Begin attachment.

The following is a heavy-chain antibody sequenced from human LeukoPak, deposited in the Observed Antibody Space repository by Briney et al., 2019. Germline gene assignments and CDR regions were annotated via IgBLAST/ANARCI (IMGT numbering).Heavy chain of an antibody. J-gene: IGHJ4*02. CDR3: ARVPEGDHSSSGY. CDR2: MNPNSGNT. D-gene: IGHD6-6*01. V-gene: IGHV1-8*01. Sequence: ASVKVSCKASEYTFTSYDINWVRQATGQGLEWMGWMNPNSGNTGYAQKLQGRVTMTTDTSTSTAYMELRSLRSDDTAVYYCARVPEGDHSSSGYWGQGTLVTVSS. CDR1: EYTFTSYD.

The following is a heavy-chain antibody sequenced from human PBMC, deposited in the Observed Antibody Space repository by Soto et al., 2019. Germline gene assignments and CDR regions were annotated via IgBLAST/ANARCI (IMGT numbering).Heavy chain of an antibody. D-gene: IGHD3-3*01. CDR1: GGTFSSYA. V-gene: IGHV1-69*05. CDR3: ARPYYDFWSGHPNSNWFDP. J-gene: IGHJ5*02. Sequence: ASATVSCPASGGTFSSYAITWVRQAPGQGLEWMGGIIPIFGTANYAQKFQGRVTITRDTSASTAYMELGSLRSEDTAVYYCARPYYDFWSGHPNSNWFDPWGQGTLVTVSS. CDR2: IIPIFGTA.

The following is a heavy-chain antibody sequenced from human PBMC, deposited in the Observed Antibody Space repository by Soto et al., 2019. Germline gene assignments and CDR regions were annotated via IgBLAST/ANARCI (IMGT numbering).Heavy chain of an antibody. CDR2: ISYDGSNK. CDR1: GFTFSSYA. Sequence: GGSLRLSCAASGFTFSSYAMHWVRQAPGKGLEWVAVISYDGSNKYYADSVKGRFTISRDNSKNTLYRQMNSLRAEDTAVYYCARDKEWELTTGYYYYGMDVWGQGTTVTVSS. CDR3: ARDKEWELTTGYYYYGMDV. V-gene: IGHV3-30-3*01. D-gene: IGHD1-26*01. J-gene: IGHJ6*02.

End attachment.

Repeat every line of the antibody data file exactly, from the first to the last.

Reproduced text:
The following is a heavy-chain antibody sequenced from human LeukoPak, deposited in the Observed Antibody Space repository by Briney et al., 2019. Germline gene assignments and CDR regions were annotated via IgBLAST/ANARCI (IMGT numbering).Heavy chain of an antibody. J-gene: IGHJ4*02. CDR3: ARVPEGDHSSSGY. CDR2: MNPNSGNT. D-gene: IGHD6-6*01. V-gene: IGHV1-8*01. Sequence: ASVKVSCKASEYTFTSYDINWVRQATGQGLEWMGWMNPNSGNTGYAQKLQGRVTMTTDTSTSTAYMELRSLRSDDTAVYYCARVPEGDHSSSGYWGQGTLVTVSS. CDR1: EYTFTSYD.

The following is a heavy-chain antibody sequenced from human PBMC, deposited in the Observed Antibody Space repository by Soto et al., 2019. Germline gene assignments and CDR regions were annotated via IgBLAST/ANARCI (IMGT numbering).Heavy chain of an antibody. D-gene: IGHD3-3*01. CDR1: GGTFSSYA. V-gene: IGHV1-69*05. CDR3: ARPYYDFWSGHPNSNWFDP. J-gene: IGHJ5*02. Sequence: ASATVSCPASGGTFSSYAITWVRQAPGQGLEWMGGIIPIFGTANYAQKFQGRVTITRDTSASTAYMELGSLRSEDTAVYYCARPYYDFWSGHPNSNWFDPWGQGTLVTVSS. CDR2: IIPIFGTA.

The following is a heavy-chain antibody sequenced from human PBMC, deposited in the Observed Antibody Space repository by Soto et al., 2019. Germline gene assignments and CDR regions were annotated via IgBLAST/ANARCI (IMGT numbering).Heavy chain of an antibody. CDR2: ISYDGSNK. CDR1: GFTFSSYA. Sequence: GGSLRLSCAASGFTFSSYAMHWVRQAPGKGLEWVAVISYDGSNKYYADSVKGRFTISRDNSKNTLYRQMNSLRAEDTAVYYCARDKEWELTTGYYYYGMDVWGQGTTVTVSS. CDR3: ARDKEWELTTGYYYYGMDV. V-gene: IGHV3-30-3*01. D-gene: IGHD1-26*01. J-gene: IGHJ6*02.